There is Orion that might and Oldham Optics also, not 100% sure on the services provided.

There used to be someone in N London, top edge of M25 ?, that I think did mirrors but they have either disappeared or become quiet.

 

Galvoptics are just 10 miles from me, I've had mirrors recoated there and so have several members of my local club.

http://www.galvoptics.co.uk/products/telescope-products-andamp-services/telescope-mirror-coating---primary/

Also Orion Optics and I think Vacuum Coatings recoat mirrors.

Regards, Ed.

Share this post


Link to post
Share on other sites

It said Hilux on the paperwork.

Fair enough. Might be worth mentioning it to Orion Optics as they make the 25 year claim for the product.

Share this post


Link to post
Share on other sites

Fair enough. Might be worth mentioning it to Orion Optics as they make the 25 year claim for the product.

I have a different scope, the Europa is long gone.

Share this post


Link to post
Share on other sites

Gosh ! - have I really had that scope for over 3 years now !

Thanks for the reminder :smiley:

The coatings on mine are still in excellent nick I'm pleased to say. I do keep the scope indoors though.

Share this post


Link to post
Share on other sites

I certainly keep mine indoors in our back room and feel grateful that they have an accepted allocated space to occupy in a family home. Reassuring that the scopes are kept in a dry, clean environment free from condensation. Not so reassuring that they are at least indoors 99.5% of the time currently.

Share this post


Link to post
Share on other sites

I got an Orion-USA 200mm F/4 Newt back in 2000. It was manufactured by GSO, and Orion was selling them way to cheap by mistake. So they were quite rare as Orion pulled them off the market quite quickly - once they realized their error. So I was one of the lucky few. The optics were, and are, superb. But they needed a re-coating last year. The mirror was losing it's shiny-bright nature. So that was 14 years. It was stored indoors in a warm environment.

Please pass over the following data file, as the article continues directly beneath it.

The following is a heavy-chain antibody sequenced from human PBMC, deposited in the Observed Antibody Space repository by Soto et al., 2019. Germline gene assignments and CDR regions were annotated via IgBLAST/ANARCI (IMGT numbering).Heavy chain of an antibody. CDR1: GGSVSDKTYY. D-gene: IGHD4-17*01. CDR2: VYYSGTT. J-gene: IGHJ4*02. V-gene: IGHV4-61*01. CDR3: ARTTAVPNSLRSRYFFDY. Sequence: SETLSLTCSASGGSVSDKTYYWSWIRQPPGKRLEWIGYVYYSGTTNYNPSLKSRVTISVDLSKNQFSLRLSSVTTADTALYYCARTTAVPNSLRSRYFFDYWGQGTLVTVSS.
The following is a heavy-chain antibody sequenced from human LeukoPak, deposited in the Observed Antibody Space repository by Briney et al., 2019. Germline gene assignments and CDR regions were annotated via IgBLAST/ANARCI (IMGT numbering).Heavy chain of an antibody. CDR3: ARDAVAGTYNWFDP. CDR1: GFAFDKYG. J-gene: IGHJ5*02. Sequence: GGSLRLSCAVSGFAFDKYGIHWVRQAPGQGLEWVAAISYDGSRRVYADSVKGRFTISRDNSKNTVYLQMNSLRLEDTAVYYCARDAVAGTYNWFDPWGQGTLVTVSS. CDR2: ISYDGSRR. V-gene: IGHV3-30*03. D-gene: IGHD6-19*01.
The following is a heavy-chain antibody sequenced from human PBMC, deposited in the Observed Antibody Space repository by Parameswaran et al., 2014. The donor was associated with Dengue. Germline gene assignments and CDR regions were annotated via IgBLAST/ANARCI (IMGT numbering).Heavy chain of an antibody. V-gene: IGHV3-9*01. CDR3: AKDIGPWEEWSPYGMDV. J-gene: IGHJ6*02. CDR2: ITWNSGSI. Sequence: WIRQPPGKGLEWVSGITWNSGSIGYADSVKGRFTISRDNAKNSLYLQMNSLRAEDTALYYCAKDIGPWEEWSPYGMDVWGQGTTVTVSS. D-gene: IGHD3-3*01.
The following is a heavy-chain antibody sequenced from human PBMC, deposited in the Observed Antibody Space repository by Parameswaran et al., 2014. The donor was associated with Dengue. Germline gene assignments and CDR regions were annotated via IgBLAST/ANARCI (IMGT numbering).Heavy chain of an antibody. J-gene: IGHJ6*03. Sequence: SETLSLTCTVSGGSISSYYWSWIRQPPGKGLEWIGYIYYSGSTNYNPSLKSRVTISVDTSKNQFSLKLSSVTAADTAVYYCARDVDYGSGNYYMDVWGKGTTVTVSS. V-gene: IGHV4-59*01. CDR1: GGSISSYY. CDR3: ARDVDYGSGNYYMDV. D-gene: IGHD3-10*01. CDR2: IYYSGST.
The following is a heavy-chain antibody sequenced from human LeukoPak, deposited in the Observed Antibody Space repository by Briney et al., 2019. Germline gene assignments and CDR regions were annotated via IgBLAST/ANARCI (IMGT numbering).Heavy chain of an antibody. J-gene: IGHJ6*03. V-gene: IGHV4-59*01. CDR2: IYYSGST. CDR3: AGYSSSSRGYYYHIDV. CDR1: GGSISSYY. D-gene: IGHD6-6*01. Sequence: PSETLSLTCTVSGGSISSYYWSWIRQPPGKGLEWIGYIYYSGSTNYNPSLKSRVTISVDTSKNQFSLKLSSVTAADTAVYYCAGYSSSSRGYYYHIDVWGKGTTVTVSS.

The re-coating truly brought it back to it's original quality. If you're in the US and need a re-coat for yours, I used Majestic in New Jersey, which I do recommend. Total cost, with shipping, was $115.00.

Enjoy!

Dave

Share this post


Link to post
Share on other sites

Thanks Dave.....not in the US but darkest rural Oxfordshire, England.

I guess if i do have the mirrors recoated, then I'll have to think of a better way to store it.

Maybe if I remove the dust cover while the temperature stabilises it will let any condensation escape?

Clive

Edited by Smithfire

Share this post


Link to post
Share on other sites

My scopes are at cold outdoor temps in buildings and I now use breathable Typar to loosely cover them with. This seems to eliminate the problem so far. No frost or condensation.

  • Like 1

Share this post


Link to post
Share on other sites

Thanks Jetstream. Ill look into that. I guess its just a matter of letting the condensation escape while still keeping the dust out.

Clive

Share this post


Link to post
Share on other sites

Join the conversation

You can post now and register later. If you have an account, sign in now to post with your account.

Guest
Reply to this topic...

×   Pasted as rich text.   Paste as plain text instead

  Only 75 emoji are allowed.

×   Your link has been automatically embedded.   Display as a link instead

×   Your previous content has been restored.   Clear editor

×   You cannot paste images directly. Upload or insert images from URL.


  • Recently Browsing   0 members

    No registered users viewing this page.

×
×
  • Create New...

Important Information

By using this site, you agree to our Terms of Use.